• Deep convolutional neural network (CNN) that extracts facial landmarks from data, reduces images to 48×48 pixels, and runs them through two convolution-pooling layers (Mollahosseini et al., 2016)
  • CNN for detecting facial movements using the concept of Action Units (AU), with two convolutional layers followed by a max pooling layer, and two fully connected layers that predict the number of AUs found in the face image (Mohammadpour et al., 2017)
  • Using three CNNs with the same architecture, each detecting a separate part of the face – eyebrow, eye, and mouth. The output is combined into an “iconic face” which is fed into another CNN to detect emotions (Yolcu et al., 2019)

Learn more about these and other techniques in the paper by Wafa et al.

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6 Emotion Recognition Datasets

Here are some examples of datasets used for emotion recognition and classification projects.

Belfast Database

This database includes recordings of responses to lab-based emotional induction tasks—it contains data about self-reported emotions, intensity, sex, and task passivity or activeness. The Belfast database lets researchers compare the expressions of people from different cultures.

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SEMAINE is a video dataset containing audiovisual data capturing the interactions between humans and one of four personalities (happy, gloomy, angry, and pragmatic). The video clips have annotations that rate epistemic state pairs like thoughtful, interested, certain, agreement, and concentration.

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The Interactive Emotional Dyadic Motion Capture Dataset (IEMOCAP)

IEMOCAP contains 151 dialogue videos with two speakers each (302 in total). Annotations identify nine emotions—anger, fear, excitement, sadness, surprise, frustration, happiness, disappointment, and neutral. It also detects dominance and valence.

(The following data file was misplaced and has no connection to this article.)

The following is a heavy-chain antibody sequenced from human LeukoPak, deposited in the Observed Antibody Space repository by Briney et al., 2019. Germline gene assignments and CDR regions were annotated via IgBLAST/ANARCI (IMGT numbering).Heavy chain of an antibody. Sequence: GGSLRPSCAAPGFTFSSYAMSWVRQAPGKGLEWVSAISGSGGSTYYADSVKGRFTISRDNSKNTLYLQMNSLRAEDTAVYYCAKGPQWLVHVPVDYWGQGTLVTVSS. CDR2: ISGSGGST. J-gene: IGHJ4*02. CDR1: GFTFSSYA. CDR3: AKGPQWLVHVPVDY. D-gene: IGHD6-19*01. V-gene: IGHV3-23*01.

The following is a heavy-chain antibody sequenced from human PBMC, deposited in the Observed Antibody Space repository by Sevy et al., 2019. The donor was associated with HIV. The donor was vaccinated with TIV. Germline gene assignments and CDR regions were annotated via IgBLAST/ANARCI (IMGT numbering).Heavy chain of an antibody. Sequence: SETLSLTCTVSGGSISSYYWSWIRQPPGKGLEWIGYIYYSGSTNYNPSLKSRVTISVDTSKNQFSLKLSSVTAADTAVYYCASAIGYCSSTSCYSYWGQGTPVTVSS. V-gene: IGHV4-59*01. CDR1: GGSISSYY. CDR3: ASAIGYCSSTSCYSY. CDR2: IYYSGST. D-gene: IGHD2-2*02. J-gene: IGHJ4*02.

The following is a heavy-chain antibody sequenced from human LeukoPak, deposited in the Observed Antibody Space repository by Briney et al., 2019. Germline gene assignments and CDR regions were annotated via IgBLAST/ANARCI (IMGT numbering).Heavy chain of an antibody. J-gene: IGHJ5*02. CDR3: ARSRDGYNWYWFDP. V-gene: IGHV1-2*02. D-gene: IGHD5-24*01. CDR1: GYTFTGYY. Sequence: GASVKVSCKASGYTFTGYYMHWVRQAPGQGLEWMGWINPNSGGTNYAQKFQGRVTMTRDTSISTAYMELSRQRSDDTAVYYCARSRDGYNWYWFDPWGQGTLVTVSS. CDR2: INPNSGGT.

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This dataset contains EEG, ECG, and face videos with emotion annotations. It has two parts:

  • Ratings from online self-assessments—volunteers rated 120 music video extracts by arousal, dominance, and valence.
  • Face videos and physiological recordings—volunteers rated 40 music videos while undergoing EEGs or having their faces recorded. 

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Multimodal EmotionLines Dataset (MELD)

MELD extends the EmotionLines dataset containing dialogue instances, adding visual and auditory modalities. It has over 13,000 utterances from 1,400 dialogues from the TV show Friends. Each utterance has a label classifying the emotion—anger, disgust, fear, neutral, joy, sadness, or surprise—alongside negative, positive, or neutral annotations.

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AffectNet is a database of facial expressions that was created to facilitate research on automatic facial expression recognition. It contains more than 1 million annotated images of facial expressions, with labels indicating the presence and intensity of various emotional states, such as happiness, sadness, anger, and fear.